Office: 212 Linton Hall
Phone: (517) 432-0682
Sandra Logan is faculty adviser for the"Early Modern at MSU" graduate student group, and serves on the Steering Committee for the Global Literary and Cultural Studies Research Cluster from 2004-2009, and served as Acting Director of Global Studies in the Arts and Humanities in 2008. She was nominated by the department of English for the 2009 MSU Teacher-Scholar award.
Her research includes the history and theory of drama (including Shakespeare), poetry and poetics, historiography, and women writers, and focuses especially on questions of gender, class, nation, and social formations. Her first book, Text /Events in Early Modern England: Poetics of History (Ashgate Publishing, 2007) explores early modern strategies of authority, authorship, and social formation by examining the uses of hypotyposisand other rhetorical strategies in multiple accounts of Elizabethan and pre-Tudor events. She has two new book-length projects underway:States of Exception: Systemic Violence and Subjective Liminality in Early Modern England,which considers the implications of the early modern state’s explicit and implicit exercise of violence in subject/state relations; and Poetics of Silence: Shakespeare, Mummery, and Early Cinema, which situates the mediating representational strategies of silent Shakespeare films in relation to broader questions of interpretation, adaptation, and circulation. In addition, she has published articles and essays on early modern class and systemic violence, the literary and historical elision of women’s rule, Shakespeare’s audiences and staged mediation, and virtual travel in early modern texts.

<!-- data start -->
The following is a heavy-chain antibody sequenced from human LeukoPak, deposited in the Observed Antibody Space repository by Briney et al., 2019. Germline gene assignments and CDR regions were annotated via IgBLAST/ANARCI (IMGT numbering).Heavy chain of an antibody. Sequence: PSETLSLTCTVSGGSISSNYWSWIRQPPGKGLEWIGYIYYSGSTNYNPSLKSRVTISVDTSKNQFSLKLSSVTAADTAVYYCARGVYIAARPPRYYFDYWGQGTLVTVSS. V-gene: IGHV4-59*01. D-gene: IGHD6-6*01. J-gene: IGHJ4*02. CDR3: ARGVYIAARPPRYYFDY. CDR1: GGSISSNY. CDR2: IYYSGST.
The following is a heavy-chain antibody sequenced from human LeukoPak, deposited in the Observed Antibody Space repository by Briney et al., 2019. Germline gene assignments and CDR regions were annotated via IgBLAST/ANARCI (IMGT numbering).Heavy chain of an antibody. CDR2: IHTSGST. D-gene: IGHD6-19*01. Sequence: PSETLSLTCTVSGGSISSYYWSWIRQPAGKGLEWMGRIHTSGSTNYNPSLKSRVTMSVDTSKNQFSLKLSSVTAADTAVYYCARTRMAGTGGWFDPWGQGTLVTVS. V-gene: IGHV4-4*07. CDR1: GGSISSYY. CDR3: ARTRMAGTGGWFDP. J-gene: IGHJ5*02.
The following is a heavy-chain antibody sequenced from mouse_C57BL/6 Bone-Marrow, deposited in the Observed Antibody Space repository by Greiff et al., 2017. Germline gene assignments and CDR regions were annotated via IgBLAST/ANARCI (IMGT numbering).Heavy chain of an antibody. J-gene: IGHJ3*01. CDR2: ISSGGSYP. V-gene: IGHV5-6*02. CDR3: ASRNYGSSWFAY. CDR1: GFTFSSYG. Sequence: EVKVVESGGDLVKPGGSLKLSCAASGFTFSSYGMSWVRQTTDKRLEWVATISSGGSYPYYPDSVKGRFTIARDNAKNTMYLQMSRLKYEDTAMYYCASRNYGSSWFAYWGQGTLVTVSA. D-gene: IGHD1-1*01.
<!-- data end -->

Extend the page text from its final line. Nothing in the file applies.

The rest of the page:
She has received research awards including the Intramural Research Grant from MSU (2004-5 and 2009-10), a Fellowship from the Folger Shakespeare Library (2007), and Newberry Library Early Modern Studies Consortium funding, which have supported research residencies at the Newberry Library, the Folger Library, the British Library, and the British Film Institute. In both her teaching and research, she endeavors to use theoretical and literary texts of the past to reflect on critical, social, and political questions of the present.
“Gender in Medieval and Renaissance Europe”
“Early Modern Utopias” (Integrative Studies Program)
“English Literature to 1660”
“Women Playwrights in Early Modern England”
“Poetry and Poetics”
“The Problem of History”
“England as Colony and Colonizer”
“Sovereignty and State Violence”
Team-taught Interdisciplinary Graduate Seminars
“Women and the Problem of Agency in the Pre-Modern World”
“Self and Other in the Medieval and Early Modern World”
“The Nature of Nature”